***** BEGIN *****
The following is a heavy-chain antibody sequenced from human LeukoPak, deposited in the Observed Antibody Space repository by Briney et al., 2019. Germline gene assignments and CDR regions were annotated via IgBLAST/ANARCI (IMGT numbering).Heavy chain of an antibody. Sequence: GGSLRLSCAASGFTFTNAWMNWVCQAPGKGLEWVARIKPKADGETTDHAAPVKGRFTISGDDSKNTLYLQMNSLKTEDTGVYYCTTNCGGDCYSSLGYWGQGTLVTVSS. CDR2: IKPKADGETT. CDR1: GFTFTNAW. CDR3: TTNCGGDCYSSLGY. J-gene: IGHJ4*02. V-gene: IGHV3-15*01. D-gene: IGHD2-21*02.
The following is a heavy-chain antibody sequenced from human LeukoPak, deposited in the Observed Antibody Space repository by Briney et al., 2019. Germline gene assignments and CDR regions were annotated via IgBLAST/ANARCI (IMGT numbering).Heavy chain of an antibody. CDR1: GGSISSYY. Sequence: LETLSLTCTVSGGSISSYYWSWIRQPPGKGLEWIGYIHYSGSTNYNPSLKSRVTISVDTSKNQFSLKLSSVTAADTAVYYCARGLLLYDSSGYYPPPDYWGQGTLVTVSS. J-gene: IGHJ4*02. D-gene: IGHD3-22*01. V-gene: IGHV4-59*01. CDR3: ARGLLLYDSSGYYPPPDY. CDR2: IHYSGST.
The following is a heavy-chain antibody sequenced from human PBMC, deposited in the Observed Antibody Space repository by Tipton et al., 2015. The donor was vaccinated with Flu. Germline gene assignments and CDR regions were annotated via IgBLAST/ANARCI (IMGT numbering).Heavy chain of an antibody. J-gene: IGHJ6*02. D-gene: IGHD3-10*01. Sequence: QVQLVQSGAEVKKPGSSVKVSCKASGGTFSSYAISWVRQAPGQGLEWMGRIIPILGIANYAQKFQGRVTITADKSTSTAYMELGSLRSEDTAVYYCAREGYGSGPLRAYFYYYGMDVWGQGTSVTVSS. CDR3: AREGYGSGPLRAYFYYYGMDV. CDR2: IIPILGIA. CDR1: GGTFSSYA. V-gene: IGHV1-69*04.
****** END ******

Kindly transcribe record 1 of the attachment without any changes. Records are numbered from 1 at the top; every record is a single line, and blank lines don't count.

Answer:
The following is a heavy-chain antibody sequenced from human LeukoPak, deposited in the Observed Antibody Space repository by Briney et al., 2019. Germline gene assignments and CDR regions were annotated via IgBLAST/ANARCI (IMGT numbering).Heavy chain of an antibody. Sequence: GGSLRLSCAASGFTFTNAWMNWVCQAPGKGLEWVARIKPKADGETTDHAAPVKGRFTISGDDSKNTLYLQMNSLKTEDTGVYYCTTNCGGDCYSSLGYWGQGTLVTVSS. CDR2: IKPKADGETT. CDR1: GFTFTNAW. CDR3: TTNCGGDCYSSLGY. J-gene: IGHJ4*02. V-gene: IGHV3-15*01. D-gene: IGHD2-21*02.